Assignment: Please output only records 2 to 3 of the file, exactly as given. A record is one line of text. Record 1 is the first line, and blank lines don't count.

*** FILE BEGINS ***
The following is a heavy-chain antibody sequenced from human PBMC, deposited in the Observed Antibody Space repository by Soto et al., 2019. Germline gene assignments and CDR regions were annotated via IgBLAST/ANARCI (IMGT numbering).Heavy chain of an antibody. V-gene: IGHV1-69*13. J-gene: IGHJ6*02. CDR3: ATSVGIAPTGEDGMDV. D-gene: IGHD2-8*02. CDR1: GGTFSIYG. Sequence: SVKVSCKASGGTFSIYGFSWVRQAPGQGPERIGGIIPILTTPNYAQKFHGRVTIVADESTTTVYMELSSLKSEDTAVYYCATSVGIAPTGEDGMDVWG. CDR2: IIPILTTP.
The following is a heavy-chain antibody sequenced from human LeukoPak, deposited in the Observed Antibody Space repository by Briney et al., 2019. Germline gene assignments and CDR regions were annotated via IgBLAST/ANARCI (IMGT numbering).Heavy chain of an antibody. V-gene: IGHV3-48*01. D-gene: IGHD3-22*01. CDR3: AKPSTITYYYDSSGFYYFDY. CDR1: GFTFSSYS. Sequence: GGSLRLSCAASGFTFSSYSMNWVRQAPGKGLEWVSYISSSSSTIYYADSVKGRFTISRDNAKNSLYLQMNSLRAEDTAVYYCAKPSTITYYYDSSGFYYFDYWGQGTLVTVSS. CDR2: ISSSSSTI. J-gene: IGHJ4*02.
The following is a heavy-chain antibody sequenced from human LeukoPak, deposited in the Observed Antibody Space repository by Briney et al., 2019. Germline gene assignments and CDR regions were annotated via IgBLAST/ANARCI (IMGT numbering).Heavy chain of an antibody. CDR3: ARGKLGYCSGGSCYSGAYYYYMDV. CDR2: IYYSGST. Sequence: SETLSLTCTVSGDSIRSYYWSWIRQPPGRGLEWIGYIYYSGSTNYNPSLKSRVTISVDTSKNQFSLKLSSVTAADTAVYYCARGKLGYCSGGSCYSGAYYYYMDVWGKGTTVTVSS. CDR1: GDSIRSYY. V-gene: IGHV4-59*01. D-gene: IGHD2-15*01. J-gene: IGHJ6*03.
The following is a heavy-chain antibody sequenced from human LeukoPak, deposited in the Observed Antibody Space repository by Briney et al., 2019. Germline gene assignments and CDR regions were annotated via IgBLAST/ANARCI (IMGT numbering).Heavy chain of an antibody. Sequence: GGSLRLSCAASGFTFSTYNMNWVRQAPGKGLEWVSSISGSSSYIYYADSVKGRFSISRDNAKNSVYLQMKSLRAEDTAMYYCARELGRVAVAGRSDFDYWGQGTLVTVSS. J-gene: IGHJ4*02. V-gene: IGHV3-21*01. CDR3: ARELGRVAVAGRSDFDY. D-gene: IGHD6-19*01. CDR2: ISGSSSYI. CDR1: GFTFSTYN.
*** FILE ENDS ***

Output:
The following is a heavy-chain antibody sequenced from human LeukoPak, deposited in the Observed Antibody Space repository by Briney et al., 2019. Germline gene assignments and CDR regions were annotated via IgBLAST/ANARCI (IMGT numbering).Heavy chain of an antibody. V-gene: IGHV3-48*01. D-gene: IGHD3-22*01. CDR3: AKPSTITYYYDSSGFYYFDY. CDR1: GFTFSSYS. Sequence: GGSLRLSCAASGFTFSSYSMNWVRQAPGKGLEWVSYISSSSSTIYYADSVKGRFTISRDNAKNSLYLQMNSLRAEDTAVYYCAKPSTITYYYDSSGFYYFDYWGQGTLVTVSS. CDR2: ISSSSSTI. J-gene: IGHJ4*02.
The following is a heavy-chain antibody sequenced from human LeukoPak, deposited in the Observed Antibody Space repository by Briney et al., 2019. Germline gene assignments and CDR regions were annotated via IgBLAST/ANARCI (IMGT numbering).Heavy chain of an antibody. CDR3: ARGKLGYCSGGSCYSGAYYYYMDV. CDR2: IYYSGST. Sequence: SETLSLTCTVSGDSIRSYYWSWIRQPPGRGLEWIGYIYYSGSTNYNPSLKSRVTISVDTSKNQFSLKLSSVTAADTAVYYCARGKLGYCSGGSCYSGAYYYYMDVWGKGTTVTVSS. CDR1: GDSIRSYY. V-gene: IGHV4-59*01. D-gene: IGHD2-15*01. J-gene: IGHJ6*03.